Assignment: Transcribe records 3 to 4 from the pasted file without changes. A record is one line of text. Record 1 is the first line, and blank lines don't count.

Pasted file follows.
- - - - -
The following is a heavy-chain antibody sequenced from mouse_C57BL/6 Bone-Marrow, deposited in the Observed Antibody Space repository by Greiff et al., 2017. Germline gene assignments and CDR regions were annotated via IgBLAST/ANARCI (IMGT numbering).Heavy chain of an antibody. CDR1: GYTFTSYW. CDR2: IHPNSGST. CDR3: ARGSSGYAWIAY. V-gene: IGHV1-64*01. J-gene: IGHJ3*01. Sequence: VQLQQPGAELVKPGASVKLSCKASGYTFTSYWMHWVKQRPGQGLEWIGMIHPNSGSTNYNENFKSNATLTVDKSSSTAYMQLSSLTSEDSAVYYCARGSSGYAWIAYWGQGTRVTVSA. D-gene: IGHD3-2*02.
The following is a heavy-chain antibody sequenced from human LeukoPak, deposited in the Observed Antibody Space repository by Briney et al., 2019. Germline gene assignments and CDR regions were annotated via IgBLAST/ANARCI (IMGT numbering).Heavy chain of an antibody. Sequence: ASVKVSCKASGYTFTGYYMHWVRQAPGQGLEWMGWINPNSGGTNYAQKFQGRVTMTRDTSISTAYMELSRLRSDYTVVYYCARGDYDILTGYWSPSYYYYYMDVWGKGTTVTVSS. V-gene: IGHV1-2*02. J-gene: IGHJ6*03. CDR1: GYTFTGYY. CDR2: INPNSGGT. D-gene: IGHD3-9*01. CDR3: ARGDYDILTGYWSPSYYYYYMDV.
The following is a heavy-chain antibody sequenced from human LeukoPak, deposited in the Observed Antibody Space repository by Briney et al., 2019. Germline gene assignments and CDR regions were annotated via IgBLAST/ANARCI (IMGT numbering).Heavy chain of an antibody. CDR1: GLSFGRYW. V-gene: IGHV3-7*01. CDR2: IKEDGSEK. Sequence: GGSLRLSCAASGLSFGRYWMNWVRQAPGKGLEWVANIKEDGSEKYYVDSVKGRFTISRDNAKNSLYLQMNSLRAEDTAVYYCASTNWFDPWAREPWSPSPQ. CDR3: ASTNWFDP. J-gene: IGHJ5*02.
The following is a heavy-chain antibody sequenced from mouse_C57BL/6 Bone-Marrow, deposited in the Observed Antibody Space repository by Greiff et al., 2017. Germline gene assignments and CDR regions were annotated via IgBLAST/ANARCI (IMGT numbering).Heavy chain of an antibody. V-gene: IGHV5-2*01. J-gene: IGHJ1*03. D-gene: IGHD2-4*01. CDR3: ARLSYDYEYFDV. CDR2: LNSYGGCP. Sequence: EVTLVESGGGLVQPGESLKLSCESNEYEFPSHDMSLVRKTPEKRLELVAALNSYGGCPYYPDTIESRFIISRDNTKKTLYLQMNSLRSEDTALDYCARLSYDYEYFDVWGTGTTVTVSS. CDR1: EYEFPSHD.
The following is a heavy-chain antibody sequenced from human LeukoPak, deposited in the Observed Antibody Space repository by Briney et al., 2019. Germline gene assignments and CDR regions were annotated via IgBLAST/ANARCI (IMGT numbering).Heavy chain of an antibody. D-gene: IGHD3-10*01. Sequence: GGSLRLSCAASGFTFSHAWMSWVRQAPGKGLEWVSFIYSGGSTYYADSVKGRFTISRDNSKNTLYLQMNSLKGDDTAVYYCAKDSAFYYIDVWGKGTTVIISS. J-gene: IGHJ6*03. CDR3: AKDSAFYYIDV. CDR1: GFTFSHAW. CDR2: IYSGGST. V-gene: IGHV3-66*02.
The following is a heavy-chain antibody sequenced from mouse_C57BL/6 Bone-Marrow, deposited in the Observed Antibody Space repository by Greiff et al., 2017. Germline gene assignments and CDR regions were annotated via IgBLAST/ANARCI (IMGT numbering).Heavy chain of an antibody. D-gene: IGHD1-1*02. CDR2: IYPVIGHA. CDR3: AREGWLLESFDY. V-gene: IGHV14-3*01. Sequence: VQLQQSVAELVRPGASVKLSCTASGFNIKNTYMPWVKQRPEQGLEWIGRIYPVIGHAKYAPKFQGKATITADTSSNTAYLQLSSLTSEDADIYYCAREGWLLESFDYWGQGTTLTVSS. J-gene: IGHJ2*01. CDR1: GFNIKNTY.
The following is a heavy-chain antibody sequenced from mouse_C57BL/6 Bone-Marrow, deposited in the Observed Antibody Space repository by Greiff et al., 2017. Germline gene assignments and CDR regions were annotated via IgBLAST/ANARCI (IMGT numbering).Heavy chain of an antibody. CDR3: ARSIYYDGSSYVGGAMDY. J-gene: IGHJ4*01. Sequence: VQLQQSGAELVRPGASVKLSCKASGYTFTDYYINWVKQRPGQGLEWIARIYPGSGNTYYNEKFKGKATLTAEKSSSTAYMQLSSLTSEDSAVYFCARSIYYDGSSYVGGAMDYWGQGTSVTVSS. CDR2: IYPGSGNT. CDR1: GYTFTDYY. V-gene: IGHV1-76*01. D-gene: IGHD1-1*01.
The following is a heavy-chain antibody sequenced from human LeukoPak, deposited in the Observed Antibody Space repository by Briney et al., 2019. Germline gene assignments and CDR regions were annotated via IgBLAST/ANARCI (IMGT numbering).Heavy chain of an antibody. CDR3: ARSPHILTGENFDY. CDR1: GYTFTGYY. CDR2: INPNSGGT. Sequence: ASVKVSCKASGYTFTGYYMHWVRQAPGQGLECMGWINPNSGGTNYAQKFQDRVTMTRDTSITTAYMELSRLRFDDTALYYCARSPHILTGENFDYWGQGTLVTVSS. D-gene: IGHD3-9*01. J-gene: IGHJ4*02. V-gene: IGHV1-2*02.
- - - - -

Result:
The following is a heavy-chain antibody sequenced from human LeukoPak, deposited in the Observed Antibody Space repository by Briney et al., 2019. Germline gene assignments and CDR regions were annotated via IgBLAST/ANARCI (IMGT numbering).Heavy chain of an antibody. CDR1: GLSFGRYW. V-gene: IGHV3-7*01. CDR2: IKEDGSEK. Sequence: GGSLRLSCAASGLSFGRYWMNWVRQAPGKGLEWVANIKEDGSEKYYVDSVKGRFTISRDNAKNSLYLQMNSLRAEDTAVYYCASTNWFDPWAREPWSPSPQ. CDR3: ASTNWFDP. J-gene: IGHJ5*02.
The following is a heavy-chain antibody sequenced from mouse_C57BL/6 Bone-Marrow, deposited in the Observed Antibody Space repository by Greiff et al., 2017. Germline gene assignments and CDR regions were annotated via IgBLAST/ANARCI (IMGT numbering).Heavy chain of an antibody. V-gene: IGHV5-2*01. J-gene: IGHJ1*03. D-gene: IGHD2-4*01. CDR3: ARLSYDYEYFDV. CDR2: LNSYGGCP. Sequence: EVTLVESGGGLVQPGESLKLSCESNEYEFPSHDMSLVRKTPEKRLELVAALNSYGGCPYYPDTIESRFIISRDNTKKTLYLQMNSLRSEDTALDYCARLSYDYEYFDVWGTGTTVTVSS. CDR1: EYEFPSHD.